60 Years of Benedictine
“It takes creativity to take us where we want to go—creativity, ingenuity, and a focus on the people we serve. Our goal is to empower people with disabilities through individualized opportunities. We believe all people have the right and responsibility to actively participate in their communities, now and well into the future.”
—SCOTT EVANS, EXECUTIVE DIRECTOR
Sister M. Dolorosa Berg founded St. Gertrude’s Priory by purchasing the 750-acre Bourne Manor or “Plantation,” one of the oldest colonial estates in Maryland.
St. Gertrude’s Academy for Young Ladies and Little Girls established with 2 female students and operated for 69 years before closing in 1959.
Sister Augustine Kern proposed a pilot program for children with special educational needs who were already enrolled in the School.
The Benedictine School was established as a private special education school with 17 girls and 2 boys.
With 30 students enrolled in the Benedictine School, the Maryland State Department of Education granted approval for Maryland residents to receive tuition assistance.
Groundbreaking of new one-story Benedictine School building for 100 boys and girls.
The first lay teachers joined the staff.
Sister Miriam Thomas appointed Directress of the School. Sister Thomas engaged community partners on local and state levels to support the School both financially and programmatically.
Ground-breaking ceremony on the feast of St. Gertrude for the gym/auditorium/classroom expansion and enclosure of the swimming pool.
First Spring Benefit to fund programs and scholarships held at the Tidewater Inn, organized by parents and friends. This event has raised close to $6.5 million to date.
First Extended School Year Program: 6 weeks in a “relaxed” summer atmosphere. The Benedictine School Poly Hockey Team wins the Gold Medal at the Special Olympics International Games held at the College at Brockport in New York.
First transition home for young men opened in Annapolis.
Benedictine Foundation established to raise funds to support Benedictine programs and services, raising more than $50 million since its inception.
First group home on the Eastern Shore opened for young adults in Easton.
First Chrome City Ride held on campus. To date, the event has drawn more than 15,000 attendees and raised over $2 million.
Sister Mary Agnes Dugan, OSB honored as first recipient of the Sister Jeannette Murray Award during the celebration of the Lifetime Achievements of Sister Jeannette Murray, OSB, at the Hyatt Regency Chesapeake Bay Report.
Scott Evans named Executive Director.
Opening of Community Services & Training Center in Easton.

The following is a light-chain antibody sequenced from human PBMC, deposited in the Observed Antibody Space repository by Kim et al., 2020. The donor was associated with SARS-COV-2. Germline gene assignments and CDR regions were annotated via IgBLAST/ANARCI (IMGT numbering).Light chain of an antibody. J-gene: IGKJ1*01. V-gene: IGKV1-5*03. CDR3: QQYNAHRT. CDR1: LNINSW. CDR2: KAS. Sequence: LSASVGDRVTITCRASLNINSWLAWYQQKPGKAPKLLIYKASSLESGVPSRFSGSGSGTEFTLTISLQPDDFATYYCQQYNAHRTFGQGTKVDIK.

The Benedictine Sisters transferred ownership of the School to the Benedictine School Board of Directors.
School receives accreditation from the National Commission for the Accreditation of Special Education Services.
60th anniversary celebration year begins. Programs provide educational services and support for over 200 students and adults.
Where it all began
The Benedictine School was established in 1959 in the rural farming community of Ridgely on Maryland’s Eastern Shore. However, the school’s history dates back to 1890, when the Sisters of St. Benedict began a school for “young ladies and little girls" known as St. Gertrude Academy. The Sisters purchased Bourne Manor and moved their motherhouse from New Jersey in 1887, and Academy classes were held in the former guest house of the Manor. The Academy operated continuously for more than sixty years until decreasing enrollment led the order to consider alternative uses for the property.
During the 1950's, the Sisters recognized the need for a school to train and educate children and young adults with developmental disabilities. In 1955, the Sisters began a pilot program for a group of 12 girls with special needs already enrolled in the Academy; and this program's immediate success inspired them to continue with a full-time commitment to children with developmental disabilities. The first class of 19 students started in September, 1959. A new School was built in 1964 to meet the needs of the growing population.
Once students graduated from the School program, it became evident that there was continued need for residential and vocational services for them as adults. In 1982, the first residential group home for adults was built by Benedictine in Annapolis. Over the next several years, the Adult Services Program grew with group homes in Annapolis, Caroline and Talbot counties in Maryland, and in Newark and Wilmington, Delaware. An adult vocational program offering day habilitation and supported employment services grew from the vocational training areas initially established for students in the School’s transition program.
Over the years, The Benedictine School and Adult Services have grown and evolved, adapting to the changing needs of the population served. In June 2013, the historic transfer of ownership from the Sisters of St. Benedict to the School’s Board of Directors was completed, marking the first time in Benedictine’s history that executive leadership was in the hands of lay people. However, Benedictine’s commitment to the legacy of excellence and progressive services initiated by the Sisters of St. Benedict over half a century ago will always be in the forefront.